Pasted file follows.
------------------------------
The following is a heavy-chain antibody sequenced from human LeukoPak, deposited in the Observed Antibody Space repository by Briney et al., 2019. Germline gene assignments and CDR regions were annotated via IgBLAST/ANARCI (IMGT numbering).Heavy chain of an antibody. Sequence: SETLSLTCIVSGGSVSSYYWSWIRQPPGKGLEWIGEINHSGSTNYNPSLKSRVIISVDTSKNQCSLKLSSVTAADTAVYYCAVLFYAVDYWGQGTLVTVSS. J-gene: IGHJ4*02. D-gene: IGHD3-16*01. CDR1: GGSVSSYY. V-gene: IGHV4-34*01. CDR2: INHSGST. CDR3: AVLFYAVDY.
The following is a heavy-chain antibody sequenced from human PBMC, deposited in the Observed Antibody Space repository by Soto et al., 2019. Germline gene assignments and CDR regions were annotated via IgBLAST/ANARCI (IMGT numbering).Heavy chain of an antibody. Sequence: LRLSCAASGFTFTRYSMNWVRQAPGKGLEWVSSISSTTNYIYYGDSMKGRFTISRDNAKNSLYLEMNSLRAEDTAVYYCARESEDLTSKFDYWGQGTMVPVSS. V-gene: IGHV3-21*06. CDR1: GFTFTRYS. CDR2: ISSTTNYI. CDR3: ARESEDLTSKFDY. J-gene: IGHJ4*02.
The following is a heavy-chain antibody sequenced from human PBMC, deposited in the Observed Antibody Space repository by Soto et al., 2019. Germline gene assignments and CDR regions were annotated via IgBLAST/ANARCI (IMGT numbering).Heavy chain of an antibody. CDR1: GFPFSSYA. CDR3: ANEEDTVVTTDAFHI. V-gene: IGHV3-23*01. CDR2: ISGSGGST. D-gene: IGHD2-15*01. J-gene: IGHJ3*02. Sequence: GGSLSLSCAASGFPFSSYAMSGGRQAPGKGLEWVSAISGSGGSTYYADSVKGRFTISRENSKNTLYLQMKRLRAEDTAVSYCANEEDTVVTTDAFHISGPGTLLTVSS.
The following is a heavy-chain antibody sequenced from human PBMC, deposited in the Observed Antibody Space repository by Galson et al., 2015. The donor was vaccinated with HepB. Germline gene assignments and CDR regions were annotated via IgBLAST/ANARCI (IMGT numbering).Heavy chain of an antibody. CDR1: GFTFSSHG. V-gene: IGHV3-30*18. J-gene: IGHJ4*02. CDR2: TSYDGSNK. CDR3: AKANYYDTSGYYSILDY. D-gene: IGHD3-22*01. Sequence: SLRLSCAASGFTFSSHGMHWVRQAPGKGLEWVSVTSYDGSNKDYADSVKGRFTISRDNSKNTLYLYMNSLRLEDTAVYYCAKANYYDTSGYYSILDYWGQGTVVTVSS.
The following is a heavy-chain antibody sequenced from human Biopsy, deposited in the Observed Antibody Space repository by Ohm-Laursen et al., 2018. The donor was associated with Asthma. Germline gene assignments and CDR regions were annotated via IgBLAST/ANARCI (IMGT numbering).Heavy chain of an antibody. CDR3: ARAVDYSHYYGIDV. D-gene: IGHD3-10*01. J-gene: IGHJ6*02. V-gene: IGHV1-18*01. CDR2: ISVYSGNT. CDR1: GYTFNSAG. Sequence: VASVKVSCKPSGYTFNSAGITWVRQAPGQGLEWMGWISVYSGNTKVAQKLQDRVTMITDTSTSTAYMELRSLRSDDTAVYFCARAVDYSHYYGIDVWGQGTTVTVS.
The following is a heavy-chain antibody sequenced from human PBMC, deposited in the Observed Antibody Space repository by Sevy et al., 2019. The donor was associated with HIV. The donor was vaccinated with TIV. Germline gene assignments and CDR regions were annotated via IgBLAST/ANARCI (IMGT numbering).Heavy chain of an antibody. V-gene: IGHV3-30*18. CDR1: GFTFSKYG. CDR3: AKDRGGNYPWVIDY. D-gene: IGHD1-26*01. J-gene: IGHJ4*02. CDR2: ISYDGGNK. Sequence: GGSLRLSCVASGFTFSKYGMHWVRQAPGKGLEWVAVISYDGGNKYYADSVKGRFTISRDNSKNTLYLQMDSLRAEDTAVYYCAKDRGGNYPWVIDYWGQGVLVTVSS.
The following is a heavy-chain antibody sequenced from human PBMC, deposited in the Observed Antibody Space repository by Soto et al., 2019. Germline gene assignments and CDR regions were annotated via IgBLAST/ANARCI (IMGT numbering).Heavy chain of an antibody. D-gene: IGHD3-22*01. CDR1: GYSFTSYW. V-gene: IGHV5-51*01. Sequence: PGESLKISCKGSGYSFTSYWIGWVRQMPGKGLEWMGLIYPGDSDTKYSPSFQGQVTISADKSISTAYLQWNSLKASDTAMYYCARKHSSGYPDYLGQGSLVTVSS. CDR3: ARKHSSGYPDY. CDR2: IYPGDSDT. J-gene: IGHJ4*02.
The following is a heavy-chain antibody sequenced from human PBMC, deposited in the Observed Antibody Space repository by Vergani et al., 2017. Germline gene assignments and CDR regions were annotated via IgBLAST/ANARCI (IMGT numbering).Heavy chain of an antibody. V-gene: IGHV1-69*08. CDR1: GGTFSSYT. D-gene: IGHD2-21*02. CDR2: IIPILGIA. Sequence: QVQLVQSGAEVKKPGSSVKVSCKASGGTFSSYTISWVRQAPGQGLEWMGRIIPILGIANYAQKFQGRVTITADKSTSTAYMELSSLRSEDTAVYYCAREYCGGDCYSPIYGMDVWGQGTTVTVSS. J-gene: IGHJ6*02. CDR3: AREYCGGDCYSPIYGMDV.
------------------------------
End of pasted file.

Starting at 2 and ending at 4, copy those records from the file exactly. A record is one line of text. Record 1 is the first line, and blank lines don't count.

The following is a heavy-chain antibody sequenced from human PBMC, deposited in the Observed Antibody Space repository by Soto et al., 2019. Germline gene assignments and CDR regions were annotated via IgBLAST/ANARCI (IMGT numbering).Heavy chain of an antibody. Sequence: LRLSCAASGFTFTRYSMNWVRQAPGKGLEWVSSISSTTNYIYYGDSMKGRFTISRDNAKNSLYLEMNSLRAEDTAVYYCARESEDLTSKFDYWGQGTMVPVSS. V-gene: IGHV3-21*06. CDR1: GFTFTRYS. CDR2: ISSTTNYI. CDR3: ARESEDLTSKFDY. J-gene: IGHJ4*02.
The following is a heavy-chain antibody sequenced from human PBMC, deposited in the Observed Antibody Space repository by Soto et al., 2019. Germline gene assignments and CDR regions were annotated via IgBLAST/ANARCI (IMGT numbering).Heavy chain of an antibody. CDR1: GFPFSSYA. CDR3: ANEEDTVVTTDAFHI. V-gene: IGHV3-23*01. CDR2: ISGSGGST. D-gene: IGHD2-15*01. J-gene: IGHJ3*02. Sequence: GGSLSLSCAASGFPFSSYAMSGGRQAPGKGLEWVSAISGSGGSTYYADSVKGRFTISRENSKNTLYLQMKRLRAEDTAVSYCANEEDTVVTTDAFHISGPGTLLTVSS.
The following is a heavy-chain antibody sequenced from human PBMC, deposited in the Observed Antibody Space repository by Galson et al., 2015. The donor was vaccinated with HepB. Germline gene assignments and CDR regions were annotated via IgBLAST/ANARCI (IMGT numbering).Heavy chain of an antibody. CDR1: GFTFSSHG. V-gene: IGHV3-30*18. J-gene: IGHJ4*02. CDR2: TSYDGSNK. CDR3: AKANYYDTSGYYSILDY. D-gene: IGHD3-22*01. Sequence: SLRLSCAASGFTFSSHGMHWVRQAPGKGLEWVSVTSYDGSNKDYADSVKGRFTISRDNSKNTLYLYMNSLRLEDTAVYYCAKANYYDTSGYYSILDYWGQGTVVTVSS.